About the research
Winter weather and its corresponding surface conditions impact the safety and mobility of thousands of motorists annually. Highway agencies spend millions of dollars (in resources and personnel) in an effort to ensure safe and efficient travel. However, regardless of maintenance investment and activities, other factors, particularly driver behavior during imperfect conditions, can significantly impact mobility. Other innovative, cost-effective strategies may be necessary at targeted locations to better inform motorists of conditions and influence their behavior. One such strategy is to use dynamic message signs (DMS) that have been deployed across the state to alert drivers of conditions ahead based on roadside sensors. This type of advisory system can provides real-time information allowing drivers to adjust driving behavior to the conditions ahead of them.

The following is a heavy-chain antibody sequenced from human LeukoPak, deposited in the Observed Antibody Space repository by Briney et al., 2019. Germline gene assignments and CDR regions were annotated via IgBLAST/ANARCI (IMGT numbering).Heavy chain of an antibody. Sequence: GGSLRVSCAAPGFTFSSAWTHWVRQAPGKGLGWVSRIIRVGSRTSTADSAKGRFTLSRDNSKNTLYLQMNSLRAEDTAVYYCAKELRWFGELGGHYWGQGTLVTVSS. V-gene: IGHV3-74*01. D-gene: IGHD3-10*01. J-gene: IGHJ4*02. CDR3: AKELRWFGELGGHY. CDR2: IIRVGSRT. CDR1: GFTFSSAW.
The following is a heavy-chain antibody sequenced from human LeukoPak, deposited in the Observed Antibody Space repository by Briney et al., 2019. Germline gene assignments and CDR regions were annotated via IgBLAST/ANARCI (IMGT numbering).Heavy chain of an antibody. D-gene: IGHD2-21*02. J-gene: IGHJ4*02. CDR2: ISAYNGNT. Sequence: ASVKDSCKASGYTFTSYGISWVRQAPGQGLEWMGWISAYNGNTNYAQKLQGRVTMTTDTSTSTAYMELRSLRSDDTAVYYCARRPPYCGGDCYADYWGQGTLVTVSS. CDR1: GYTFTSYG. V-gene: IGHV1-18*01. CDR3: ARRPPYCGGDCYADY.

The objective of this project is to analyze traffic behavior along a specially instrumented portion of the Hwy 12 corridor under various winter weather conditions when advisory messages triggered by roadside pavement sensors are provided via DMS. The advisory messages will be weather-related and will alert motorists of unexpected/isolated conditions ahead. In addition to the roadside pavement sensors, in-place and temporary traffic detectors will be used to measure any changes in driving behavior due to the advisory messages. Additional data sources (probe data, Waze, AVL, etc) will also be explored to determine alternative methods to quantify changes in driving behavior. To evaluate the effectiveness of the system to change driving behavior, multiple performance measures will be established, including, at a minimum, changes in speed and following distance of vehicles. Multiple strategies for analysis will be implemented to measure the impact the system has on driving behavior, including analyzing speeds along the corridor before and after the DMS spatially and/or monitoring a parallel route that can act as a control location, based on feedback from MnDOT.